How a Career in Medicine Can Better Prepare You for Survival

https://unsplash.com/photos/NFvdKIhxYlU

If you are in the unfortunate situation of facing a natural or man-made disaster, you are going to need to think fast. You never know when a friend or loved one will get injured, and if you don’t act immediately and provide the care they need, then things could quickly get worse. That’s why, if you are serious about preparing for anything from the next tropical storm to doomsday itself, a career in medicine is a smart investment.

There are many health fields that you can consider, from nursing to occupational therapy, and by earning your degree, you can learn many skills that can help you during a variety of emergencies. Let’s talk about how a career in medicine can prepare you for the unexpected.

Medical Skills

Whether you slip and fall while camping or get impaled during a windstorm, there are many injuries that you or a family member could sustain at a moment’s notice. As you go through your medical career, you will learn the steps necessary to help during these situations, with actions that could include cleaning wounds, administering medicine, or positioning the person in such a way that they don’t sustain additional injuries. 

To obtain your doctorate, you must first go through four years of medical school. During this part of your education, you will learn about all of the organs within the human body and how they work with one another to create a healthy system. Students will also learn many basic medical procedures that can be helpful in a time of need, including how to administer CPR, treat hypothermia and make a splint if someone has a broken bone.

It is important to remember that even if you intend to become a psychiatrist or mental health professional who focuses more on the mind than on the body, you will still need to attend medical school. The reason for this requirement is that by getting the necessary education, the student will have a better understanding of the connections between mental health and physiology, and they will also learn how to properly prescribe psychotropic medication.

You can also go beyond the basic training and become a trauma nurse, which is a professional who often works in emergency rooms and regularly cares for patients with life-threatening injuries. Since trauma can occur at any time, a nurse in this field must be able to help with many different injuries, and they must be able to think on their feet. If the idea of joining a fast-paced field sounds intriguing, then becoming a trauma nurse is a great job choice that will give you the skills you need to prepare for survival.

Soft Skills

While a career in medicine will teach you volumes about how to care for and treat the human body, there are many other lessons that you will learn in medical school that aren’t typically listed on a resume but are nonetheless very useful in the case of an emergency. These are often referred to as soft skills, and many of them, including work ethic and leadership, are essential for disasters and life in general. 

One of the greatest soft skills that you would learn in med school is how to be flexible. The ability to know what to do at a moment’s notice is essential in a hospital environment but it is also important in the real world. You never know when an injury may happen while you’re hiking or skiing, or even driving a car. Furthermore, you can’t predict what the extenuating circumstances may be. Even if you are in the middle of a blizzard or a hurricane, you will need the ability to act quickly and adapt to any situation.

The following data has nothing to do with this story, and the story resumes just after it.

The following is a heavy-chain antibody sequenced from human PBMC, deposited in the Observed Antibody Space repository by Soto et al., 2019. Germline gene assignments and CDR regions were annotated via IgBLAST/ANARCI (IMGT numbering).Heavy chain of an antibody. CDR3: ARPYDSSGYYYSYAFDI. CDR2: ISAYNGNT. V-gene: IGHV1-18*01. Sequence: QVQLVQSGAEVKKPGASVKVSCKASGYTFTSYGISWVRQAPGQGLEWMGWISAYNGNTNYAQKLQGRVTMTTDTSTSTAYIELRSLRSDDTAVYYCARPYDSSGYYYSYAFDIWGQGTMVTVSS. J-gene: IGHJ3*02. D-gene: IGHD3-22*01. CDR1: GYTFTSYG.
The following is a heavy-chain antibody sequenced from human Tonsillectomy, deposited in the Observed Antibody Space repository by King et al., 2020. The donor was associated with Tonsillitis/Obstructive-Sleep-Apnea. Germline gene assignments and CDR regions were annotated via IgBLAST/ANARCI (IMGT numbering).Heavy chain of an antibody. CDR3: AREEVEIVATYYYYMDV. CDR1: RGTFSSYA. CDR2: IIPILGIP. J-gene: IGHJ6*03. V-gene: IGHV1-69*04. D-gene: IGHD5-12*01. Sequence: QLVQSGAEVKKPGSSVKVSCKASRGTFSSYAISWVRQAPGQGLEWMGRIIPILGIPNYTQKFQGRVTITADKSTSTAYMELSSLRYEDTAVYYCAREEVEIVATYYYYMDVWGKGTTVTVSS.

Along with flexibility, you will also learn a lot about stress management. Even seasoned professionals who work in a hospital or doctor’s office every day sometimes feel like they are in over their head, but they have to learn to overcome those feelings for the benefit of the patients. The same goes when preparing for survival. You may be in a situation where you need to care for several people at once, and one of them may even be you. It is easy to panic in that situation. A career in medicine can help you to stay level-headed.

What You Can Do Now

Many people are interested in learning how to handle medical emergencies, but they just don’t have the time or resources necessary to attend medical school and start a new career. If this is the case, remember that there are still steps that you can take in the meantime that can prepare you for the unexpected. 

One thing that you can do today is to create a first-aid kit for your home and car that you will always have with you in the case of an emergency. A good kit will include food, water, and a flashlight. It should also include the tools that can help with just about any health scare, including gauze, bandages, splints, and any required medications.

If medical school is not in the cards, but you still want to be educated on how to handle the most common injuries, then you can take classes on your own time. You can learn many of the essential skills, including how to administer the Heimlich maneuver or CPR, clean and dress a wound, and how to stop bleeding by taking classes at a community college or a local organization like the Red Cross. If you are the head of the household, then it may be a good idea to bring the whole family so everyone is prepared and care can be administered without unnecessary panic. 

Of course, if you are interested in a medical career, then you can talk to a guidance counselor at your local university or you could train to be a paramedic or EMT, which you can often do without a degree.

As you can see, a career in medicine can be essential in an emergency survival situation. While it will take some work to earn your degree, the chance to save yourself or a family member in a time of need is well worth the effort.

This entry was posted in Preparedness Podcast. Bookmark the permalink.

Join in on the discussion!